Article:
Experience: Attending a Sumo Practice

There’s nothing like a sumo match. Salt throwing, knee slapping behemoths in a sandy ring, waiting for some unspoken cue to attempt to topple each other over. I saw my first sumo tournament from the cheap seats of the Tokyo Kokugikan (sumo stadium) and something in me became thoroughly captivated by this sweaty sport with its not-so-sexy champions.

Yet there are only six grand sumo tournaments a year. What can you do if your time in Japan falls outside of those weeks??

A tournament might be an amazing experience, but you can get up close and really personal with the sport’s huge wrestlers during a morning practice at a sumo stable.

Wrestlers limbering up for practice

All sumo wrestlers – yes, even the famous ones – eat, sleep and practice at a sumo stable (or sumo “heya”.) Many of the more famous ones are permanently closed to the public, but often smaller stables with less-well-known wrestlers are willing to let respectful travelers come in to witness the wrestlers “at work”.

Visitors typically arrive in the early morning, as wrestlers begin practice around 6am. While there, you may witness anything from group exercises (think lots of squats and leg raises – these guys are in shape!) to practice bouts. At the stable I visited in Tokyo’s Ryogoku neighborhood, we had to sit on the side of the room and weren’t permitted to talk with the wrestlers, but both still pictures and video footage were permitted. I had the privilege of watching a group of six or seven young wrestlers engage in a “round-robin” style bout for over 30 minutes. At a practice like this, you might not have the glamour of stadium lights or lots of colorful pre-bout theatrics but you get to see the sport in its rawest form, like watching sandlot baseball or a touch football game.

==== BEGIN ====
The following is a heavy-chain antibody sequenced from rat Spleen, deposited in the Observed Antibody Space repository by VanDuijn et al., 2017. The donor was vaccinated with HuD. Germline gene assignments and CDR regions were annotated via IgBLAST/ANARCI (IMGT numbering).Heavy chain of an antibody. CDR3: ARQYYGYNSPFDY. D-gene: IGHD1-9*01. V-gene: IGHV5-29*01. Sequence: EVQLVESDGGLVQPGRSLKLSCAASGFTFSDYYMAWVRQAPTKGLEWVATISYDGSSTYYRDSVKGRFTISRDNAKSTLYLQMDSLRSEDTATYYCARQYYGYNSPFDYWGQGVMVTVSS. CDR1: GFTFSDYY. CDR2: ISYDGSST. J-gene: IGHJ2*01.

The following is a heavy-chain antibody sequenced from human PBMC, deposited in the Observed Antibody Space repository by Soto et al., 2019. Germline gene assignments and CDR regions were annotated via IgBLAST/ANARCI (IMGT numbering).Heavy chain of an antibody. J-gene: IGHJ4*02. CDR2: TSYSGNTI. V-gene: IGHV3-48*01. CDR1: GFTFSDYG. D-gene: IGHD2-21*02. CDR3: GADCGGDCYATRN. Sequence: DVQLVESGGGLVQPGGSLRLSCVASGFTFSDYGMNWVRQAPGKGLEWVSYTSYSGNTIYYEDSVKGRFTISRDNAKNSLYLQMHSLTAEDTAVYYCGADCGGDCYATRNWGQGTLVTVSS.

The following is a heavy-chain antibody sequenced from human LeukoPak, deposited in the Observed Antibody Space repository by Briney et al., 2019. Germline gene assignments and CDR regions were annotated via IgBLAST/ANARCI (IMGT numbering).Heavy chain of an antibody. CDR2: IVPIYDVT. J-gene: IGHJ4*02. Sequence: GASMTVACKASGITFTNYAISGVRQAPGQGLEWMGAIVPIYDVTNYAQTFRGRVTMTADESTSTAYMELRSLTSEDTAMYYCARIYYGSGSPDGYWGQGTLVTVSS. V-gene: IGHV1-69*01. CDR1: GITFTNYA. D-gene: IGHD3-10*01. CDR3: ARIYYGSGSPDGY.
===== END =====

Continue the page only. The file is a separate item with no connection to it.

A practice bout

Tourist agencies like JTB Sunrise Tours or My Tokyo Guide can hook you up with a sumo stable visit where you might even get to taste some chanko-nabe (the traditional wrestler’s hotpot). You can also call directly to the head of some sumo stables to secure a seat at a morning practice. If you’re Japanese is rusty (or non-existent, and that’s okay), you might try going through a volunteer guide. Thanks to Senichi-san of the Tokyo Free Guides, I got to visit a morning practice a few years ago for the cost of a bottle of sake for the stable owner.

For more on how to see an official sumo tournament, visit this site.

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